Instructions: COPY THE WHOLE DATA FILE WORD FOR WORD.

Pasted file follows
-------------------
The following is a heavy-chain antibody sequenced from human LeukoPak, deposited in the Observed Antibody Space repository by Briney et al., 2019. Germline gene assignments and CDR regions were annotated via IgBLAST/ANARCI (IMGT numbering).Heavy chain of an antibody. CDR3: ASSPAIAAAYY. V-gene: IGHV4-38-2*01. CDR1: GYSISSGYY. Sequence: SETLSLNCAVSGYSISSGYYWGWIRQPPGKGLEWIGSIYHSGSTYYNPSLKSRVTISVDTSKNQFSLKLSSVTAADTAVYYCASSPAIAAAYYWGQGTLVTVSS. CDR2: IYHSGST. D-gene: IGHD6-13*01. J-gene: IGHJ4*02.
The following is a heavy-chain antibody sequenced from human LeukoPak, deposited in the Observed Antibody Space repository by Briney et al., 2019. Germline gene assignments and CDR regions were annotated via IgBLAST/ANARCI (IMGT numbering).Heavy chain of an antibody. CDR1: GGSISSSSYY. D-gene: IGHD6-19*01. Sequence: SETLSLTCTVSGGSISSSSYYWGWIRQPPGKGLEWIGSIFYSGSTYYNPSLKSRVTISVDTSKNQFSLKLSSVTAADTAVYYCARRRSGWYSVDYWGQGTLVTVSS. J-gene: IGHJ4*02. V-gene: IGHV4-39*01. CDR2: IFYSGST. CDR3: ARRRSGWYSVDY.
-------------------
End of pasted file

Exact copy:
The following is a heavy-chain antibody sequenced from human LeukoPak, deposited in the Observed Antibody Space repository by Briney et al., 2019. Germline gene assignments and CDR regions were annotated via IgBLAST/ANARCI (IMGT numbering).Heavy chain of an antibody. CDR3: ASSPAIAAAYY. V-gene: IGHV4-38-2*01. CDR1: GYSISSGYY. Sequence: SETLSLNCAVSGYSISSGYYWGWIRQPPGKGLEWIGSIYHSGSTYYNPSLKSRVTISVDTSKNQFSLKLSSVTAADTAVYYCASSPAIAAAYYWGQGTLVTVSS. CDR2: IYHSGST. D-gene: IGHD6-13*01. J-gene: IGHJ4*02.
The following is a heavy-chain antibody sequenced from human LeukoPak, deposited in the Observed Antibody Space repository by Briney et al., 2019. Germline gene assignments and CDR regions were annotated via IgBLAST/ANARCI (IMGT numbering).Heavy chain of an antibody. CDR1: GGSISSSSYY. D-gene: IGHD6-19*01. Sequence: SETLSLTCTVSGGSISSSSYYWGWIRQPPGKGLEWIGSIFYSGSTYYNPSLKSRVTISVDTSKNQFSLKLSSVTAADTAVYYCARRRSGWYSVDYWGQGTLVTVSS. J-gene: IGHJ4*02. V-gene: IGHV4-39*01. CDR2: IFYSGST. CDR3: ARRRSGWYSVDY.